The Old Inns of Old England: A Picturesque Account of the Ancient and Storied Hostelries of Our Own Country, Volume 2

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Page 260 - In the worst inn's worst room, with mat half hung, The floors of plaster, and the walls of dung, On once a flock-bed, but repaired with straw, With tape-tied curtains never meant to draw, The George and Garter dangling from that bed Where tawdry yellow strove with dirty red, Great Villiers lies...
Page 177 - Hey, diddle diddle, the cat and the fiddle, The cow jumped over the moon. The little dog laughed to see such sport, And the dish ran away with the spoon!
Page 98 - The master of the house is anxious to entertain his guests ; the guests are anxious to be agreeable to him : and no man, but a very impudent dog indeed, can as freely command what is in another man's house, as if it were his own. Whereas, at a tavern, there is a general freedom from anxiety. You are sure you are welcome : and the more noise you make, the more trouble you give, the more good things you call for, the welcoroer you are.
Page 258 - Sir, I have now in my cellar ten tun of the best ale in Staffordshire ; 'tis smooth as oil, sweet as milk, clear as amber, and strong as brandy ; and will be just fourteen year old the fifth day of next March, old style.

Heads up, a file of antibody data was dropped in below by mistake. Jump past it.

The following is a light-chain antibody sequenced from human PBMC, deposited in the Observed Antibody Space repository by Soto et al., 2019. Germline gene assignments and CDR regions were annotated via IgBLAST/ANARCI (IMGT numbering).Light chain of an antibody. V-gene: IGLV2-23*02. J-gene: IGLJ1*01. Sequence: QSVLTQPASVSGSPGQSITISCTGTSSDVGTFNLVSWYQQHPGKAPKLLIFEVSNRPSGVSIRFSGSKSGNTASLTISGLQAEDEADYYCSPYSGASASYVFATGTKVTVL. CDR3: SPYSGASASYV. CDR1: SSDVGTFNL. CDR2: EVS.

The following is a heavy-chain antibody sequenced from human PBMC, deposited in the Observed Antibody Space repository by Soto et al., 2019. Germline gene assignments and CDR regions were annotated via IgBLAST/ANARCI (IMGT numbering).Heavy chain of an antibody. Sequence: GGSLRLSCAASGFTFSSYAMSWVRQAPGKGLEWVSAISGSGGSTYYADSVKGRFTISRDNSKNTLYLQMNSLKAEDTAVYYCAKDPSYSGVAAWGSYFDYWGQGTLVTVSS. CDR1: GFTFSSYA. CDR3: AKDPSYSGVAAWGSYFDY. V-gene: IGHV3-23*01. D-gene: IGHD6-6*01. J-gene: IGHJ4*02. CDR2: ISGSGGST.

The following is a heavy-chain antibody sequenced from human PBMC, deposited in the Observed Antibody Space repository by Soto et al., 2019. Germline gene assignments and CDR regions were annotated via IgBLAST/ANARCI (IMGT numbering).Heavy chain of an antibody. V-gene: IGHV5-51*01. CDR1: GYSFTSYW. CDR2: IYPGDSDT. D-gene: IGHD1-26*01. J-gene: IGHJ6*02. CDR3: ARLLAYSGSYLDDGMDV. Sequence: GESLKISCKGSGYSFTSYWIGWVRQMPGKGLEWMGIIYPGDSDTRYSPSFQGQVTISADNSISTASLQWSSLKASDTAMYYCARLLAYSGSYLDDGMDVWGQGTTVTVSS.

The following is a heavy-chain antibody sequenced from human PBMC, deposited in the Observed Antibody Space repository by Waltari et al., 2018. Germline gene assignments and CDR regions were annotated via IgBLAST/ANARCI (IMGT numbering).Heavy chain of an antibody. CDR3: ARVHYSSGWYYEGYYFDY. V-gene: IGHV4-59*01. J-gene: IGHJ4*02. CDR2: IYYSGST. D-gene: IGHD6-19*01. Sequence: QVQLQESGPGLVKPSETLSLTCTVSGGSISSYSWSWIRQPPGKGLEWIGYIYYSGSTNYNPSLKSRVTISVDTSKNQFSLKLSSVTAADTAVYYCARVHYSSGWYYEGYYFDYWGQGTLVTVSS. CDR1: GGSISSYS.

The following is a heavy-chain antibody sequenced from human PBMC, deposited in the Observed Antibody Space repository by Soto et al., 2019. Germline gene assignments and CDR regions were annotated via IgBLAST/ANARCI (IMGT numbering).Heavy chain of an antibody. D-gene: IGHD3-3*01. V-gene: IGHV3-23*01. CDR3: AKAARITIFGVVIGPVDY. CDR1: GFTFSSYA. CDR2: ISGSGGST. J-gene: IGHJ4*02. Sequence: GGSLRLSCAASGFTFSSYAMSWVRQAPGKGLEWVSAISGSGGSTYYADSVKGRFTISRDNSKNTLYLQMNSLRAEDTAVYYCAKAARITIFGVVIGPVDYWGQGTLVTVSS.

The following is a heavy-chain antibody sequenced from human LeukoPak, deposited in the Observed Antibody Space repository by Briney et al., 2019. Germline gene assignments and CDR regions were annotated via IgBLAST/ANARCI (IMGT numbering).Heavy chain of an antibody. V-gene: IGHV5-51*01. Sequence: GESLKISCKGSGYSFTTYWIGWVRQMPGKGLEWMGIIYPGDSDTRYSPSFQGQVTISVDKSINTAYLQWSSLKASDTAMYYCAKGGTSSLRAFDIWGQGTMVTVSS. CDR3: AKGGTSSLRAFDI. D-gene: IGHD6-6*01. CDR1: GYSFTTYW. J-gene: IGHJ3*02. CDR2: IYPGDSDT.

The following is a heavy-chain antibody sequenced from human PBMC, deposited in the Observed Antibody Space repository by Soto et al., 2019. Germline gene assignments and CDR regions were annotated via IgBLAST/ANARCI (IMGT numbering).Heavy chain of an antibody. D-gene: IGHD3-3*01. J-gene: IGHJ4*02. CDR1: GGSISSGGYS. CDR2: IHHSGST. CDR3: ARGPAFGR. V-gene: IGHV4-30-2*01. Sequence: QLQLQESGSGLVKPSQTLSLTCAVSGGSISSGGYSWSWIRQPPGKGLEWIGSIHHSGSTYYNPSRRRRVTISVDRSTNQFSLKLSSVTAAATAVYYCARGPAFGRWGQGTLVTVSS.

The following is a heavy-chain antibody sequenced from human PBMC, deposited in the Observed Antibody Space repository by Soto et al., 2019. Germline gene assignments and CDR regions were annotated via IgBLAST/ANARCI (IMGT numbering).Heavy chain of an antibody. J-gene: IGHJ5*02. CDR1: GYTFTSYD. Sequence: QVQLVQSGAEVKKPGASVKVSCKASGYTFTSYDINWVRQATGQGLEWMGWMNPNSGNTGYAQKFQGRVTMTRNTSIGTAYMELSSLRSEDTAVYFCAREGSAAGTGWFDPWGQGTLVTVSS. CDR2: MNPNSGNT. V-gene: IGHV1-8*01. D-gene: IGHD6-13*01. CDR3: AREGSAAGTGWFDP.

Page 98 - No servants will attend you with the alacrity which waiters do, who are incited by the prospect of an immediate reward in proportion as they please. No, sir ; there is nothing which has yet been contrived by man, by which so much happiness is produced as by a good tavern or inn.
Page 180 - I was yesterday out of town, and the very signs as I passed through the villages made me make very quaint reflections on the mortality of fame and popularity. I observed how the Duke's head had succeeded almost universally to Admiral Vernon's, as his had left but few traces of the Duke of Ormond's.
Page 273 - The unusual dimensions of the rooms, especially their towering height, brought up continually and obstinately, through natural links of associated feelings or images, the mighty vision of London waiting for me afar off. An altitude of nineteen or twenty feet showed itself unavoidably upon an exaggerated scale in some of the smaller side-rooms, meant probably for cards or for refreshments. This single feature of the rooms — their unusual altitude, and the echoing hollowness which had become the...
Page 298 - Whoe'er has travelled life's dull round, Where'er his stages may have been, May sigh to think he still has found The warmest welcome at an inn.
Page 12 - This was their brother, a most lovely boy of ten years of age, who seems to be not merely the wonder of their family, but of the times, for his astonishing skill in drawing.* They protest he has never had any instruction, yet showed us some of his productions that were really beautiful.
Page 172 - The thing that hath been, it is that which shall be ; and that which is done is that which shall be done, and there is no new thing under the sun.

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